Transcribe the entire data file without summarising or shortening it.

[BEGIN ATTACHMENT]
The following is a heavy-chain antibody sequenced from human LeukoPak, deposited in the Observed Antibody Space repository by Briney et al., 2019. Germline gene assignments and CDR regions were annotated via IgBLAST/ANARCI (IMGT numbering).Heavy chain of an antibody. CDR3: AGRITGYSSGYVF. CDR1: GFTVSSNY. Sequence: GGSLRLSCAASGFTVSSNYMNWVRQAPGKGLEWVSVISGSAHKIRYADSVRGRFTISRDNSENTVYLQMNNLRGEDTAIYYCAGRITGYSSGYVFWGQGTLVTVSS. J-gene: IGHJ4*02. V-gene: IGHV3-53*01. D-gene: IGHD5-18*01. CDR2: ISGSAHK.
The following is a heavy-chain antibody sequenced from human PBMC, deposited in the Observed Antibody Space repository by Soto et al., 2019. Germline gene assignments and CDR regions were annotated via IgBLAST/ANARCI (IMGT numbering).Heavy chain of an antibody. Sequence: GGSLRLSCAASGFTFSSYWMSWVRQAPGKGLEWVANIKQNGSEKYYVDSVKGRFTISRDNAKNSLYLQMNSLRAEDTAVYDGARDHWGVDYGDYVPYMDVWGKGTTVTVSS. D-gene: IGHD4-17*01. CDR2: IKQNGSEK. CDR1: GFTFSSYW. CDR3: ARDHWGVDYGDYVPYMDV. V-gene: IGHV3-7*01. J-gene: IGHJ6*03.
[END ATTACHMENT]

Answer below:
The following is a heavy-chain antibody sequenced from human LeukoPak, deposited in the Observed Antibody Space repository by Briney et al., 2019. Germline gene assignments and CDR regions were annotated via IgBLAST/ANARCI (IMGT numbering).Heavy chain of an antibody. CDR3: AGRITGYSSGYVF. CDR1: GFTVSSNY. Sequence: GGSLRLSCAASGFTVSSNYMNWVRQAPGKGLEWVSVISGSAHKIRYADSVRGRFTISRDNSENTVYLQMNNLRGEDTAIYYCAGRITGYSSGYVFWGQGTLVTVSS. J-gene: IGHJ4*02. V-gene: IGHV3-53*01. D-gene: IGHD5-18*01. CDR2: ISGSAHK.
The following is a heavy-chain antibody sequenced from human PBMC, deposited in the Observed Antibody Space repository by Soto et al., 2019. Germline gene assignments and CDR regions were annotated via IgBLAST/ANARCI (IMGT numbering).Heavy chain of an antibody. Sequence: GGSLRLSCAASGFTFSSYWMSWVRQAPGKGLEWVANIKQNGSEKYYVDSVKGRFTISRDNAKNSLYLQMNSLRAEDTAVYDGARDHWGVDYGDYVPYMDVWGKGTTVTVSS. D-gene: IGHD4-17*01. CDR2: IKQNGSEK. CDR1: GFTFSSYW. CDR3: ARDHWGVDYGDYVPYMDV. V-gene: IGHV3-7*01. J-gene: IGHJ6*03.